Tuesday, March 3, 2020. Yesterday in New York was like a beautiful early Spring day. Lots of bright Sun (there is such a thing as “dull” Sun in the city), temps touch 60 degrees, and in the neighborhood people getting out. My favorite observation was of a fatherly type, maybe grandpa, in wheelchair moving it along at a steady pace with a little one (maybe age two) sitting on his lap while three-wheel scootering of a three-year-old alongside. A sweet trio of life on another sobering, yet beautiful day.
Wheels and Wheels. The general news, i.e. the virus; is so confounding, not to mention scary and panicky in the morning news that we concluded the only solution for the moment-to-moment is to look for the brighter sides.
Walking the dogs in the morning about 11, in gorgeous weather we passed by the motorcycle. The Harley. It belongs to someone in the nabe because I see it parked frequently, and it’s always sparkling. And although I’ve never ever considered the use of one, or even riding on one, I can’t help admiring the sheer beauty of this machine. And it does look like a million bucks or whatever they cost!
But yesterday she was visited by a rather sleek, simpler, less hurtling machine: the bike. What mankind has also wrought. Yay! And uses everyday in thanks and gladness (not to mention the vagaries of the road).
Then back at the apartment, and on the terrace, I see the deliveries had begun unloading their cache on the roadway. I have several opinions about this phenomenon, none of which are glorious. It is a current phenomenon, just like the hundreds of empty retail and service establishment storefronts across the city and the country. It is a veritable shutting down of community. BUT. It does speak of some prosperity somewhere and all those guys and gals who work these routes always remind me of librarians delivering the books (goods) to the neighborhood. Nevertheless getting the goods delivered beats lugging them home …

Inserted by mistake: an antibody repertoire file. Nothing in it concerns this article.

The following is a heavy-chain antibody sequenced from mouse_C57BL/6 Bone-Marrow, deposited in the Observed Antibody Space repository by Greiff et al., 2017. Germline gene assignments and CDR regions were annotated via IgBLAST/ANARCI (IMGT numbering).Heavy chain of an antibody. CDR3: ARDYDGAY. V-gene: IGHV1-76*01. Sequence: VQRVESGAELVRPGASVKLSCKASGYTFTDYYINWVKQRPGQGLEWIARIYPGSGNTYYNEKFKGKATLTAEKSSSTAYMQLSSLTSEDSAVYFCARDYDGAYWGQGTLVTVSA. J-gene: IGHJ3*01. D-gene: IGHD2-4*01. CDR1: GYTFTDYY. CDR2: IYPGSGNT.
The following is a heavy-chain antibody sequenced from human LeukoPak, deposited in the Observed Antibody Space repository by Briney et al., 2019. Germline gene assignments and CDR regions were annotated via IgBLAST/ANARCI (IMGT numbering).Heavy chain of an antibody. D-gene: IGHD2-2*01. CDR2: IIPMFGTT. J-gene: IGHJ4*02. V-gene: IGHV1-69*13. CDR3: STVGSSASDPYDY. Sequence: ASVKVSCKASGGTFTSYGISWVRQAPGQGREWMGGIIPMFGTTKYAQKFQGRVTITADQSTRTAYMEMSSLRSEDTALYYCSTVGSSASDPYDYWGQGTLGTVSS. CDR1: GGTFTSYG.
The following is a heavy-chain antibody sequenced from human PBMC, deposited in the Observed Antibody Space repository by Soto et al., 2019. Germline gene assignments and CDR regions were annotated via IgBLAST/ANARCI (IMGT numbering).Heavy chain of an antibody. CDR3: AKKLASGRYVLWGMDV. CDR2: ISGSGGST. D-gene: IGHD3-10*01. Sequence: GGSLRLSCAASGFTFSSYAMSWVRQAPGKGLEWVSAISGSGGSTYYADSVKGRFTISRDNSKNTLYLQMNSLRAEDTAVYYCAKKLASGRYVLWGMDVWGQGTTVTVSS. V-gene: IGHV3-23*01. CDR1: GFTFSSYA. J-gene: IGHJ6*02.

And then, there was JH in the Park by that Reservoir in the park catching those happy ducks out dunking their heads in the glorious sunshine en duo. All good news all around; here there and almost everywhere.
Also something to shout about and rush to see: The current exhibition at the FIT Museum of Fashion: Ballerina: Fashion’s Modern Muse in the Special Exhibitions Gallery, running through April 18th.
George Balanchine, the legendary choreographer once said: “Ballet is woman.” Even those of us who have little knowledge of this dance form see that classical ballet is decidedly female. The ballerina is its supreme practitioner — highly trained, an accomplished artist, her performance embodies our modern ideals of beauty and grace, encased in a sleek and enviable toned physique.
Ballets Russes, founded by impresario Sergei Diaghilev, and led by a fellow Russian émigré, Anna Pavlova, reinvigorated classical dance in the West. It also ignited an enduring craze for ballet, or “balletomania.”
It also influenced many fields of creativity, one of the most important being fashion. With that the ballerina’s public image also blossomed into an aspirational figure of beauty and glamour.
Her signature costume was the corseted tutu. That inspired many leading Paris fashion designers. From the 1930s through the 1970s, ballerinas were featured in leading high fashion magazines. Their performances were also covered, and many of of the most beautiful modeled the latest fashions also.
Many of the couture objects in this exhibition were designed and made in Paris. But the popularization of classical ballet itself owes much to the British and the Americans. Imperial Russian classical ballet became the most popular of the performing arts in the UK and the U.S. Paris and New York haute couture looked for the first time to classical ballets for inspiration — such as Giselle, Swan Lake, and Sleeping Beauty. Sportswear designers took their cues from contemporary ballets in streamlined practice wear.
There are more than 90 objects on view such as a dazzling array of tutu-inspired couture gowns — boned bodices, voluminous skirts. There are American ready-to-wear separates based on leotards and tights and leg warmers. And footwear ranging from “ballerina” flat slippers to fetishistic “pointe”-style high heels.
Ballet-inspired materials such as the silk netting known as tulle became a standard material used to craft evening gowns. Knits were the preferred for sportswear separates. Colors emblematic of ballerinas, such as “ballet pink” tights, and pointe shoes, popularized by specific ballets such as “Sleeping” blue and lilac from the Sleeping Beauty found their way into couture collections, and ready-to-wear designers by the mid-century.
The show also presents the ballerina as a “woman of style.” More than a dozen ensembles by Christian Dior, Yves Saint Laurent and Halston, worn by stars such as Margot Fonteyn, Alicia Markova, Maria Tallchief, and Virginia Johnson illustrate the important role fashion played in the ballerina’s career.
Ballet’s sway on fashion began to diminish by the early 1980s with the rise of youth culture, along with the decline of high fashion. Although ballerinas themselves benefited. Their art has been elevated. And they’ve maintained the emancipated position bequeathed to them by earlier generations of dancers.
Ballerina: Fashion’s Modern Muse
Special Exhibitions Gallery
February 11 – April 18, 2020
Museum at the Fashion Institute of Technology
227 West 27th Street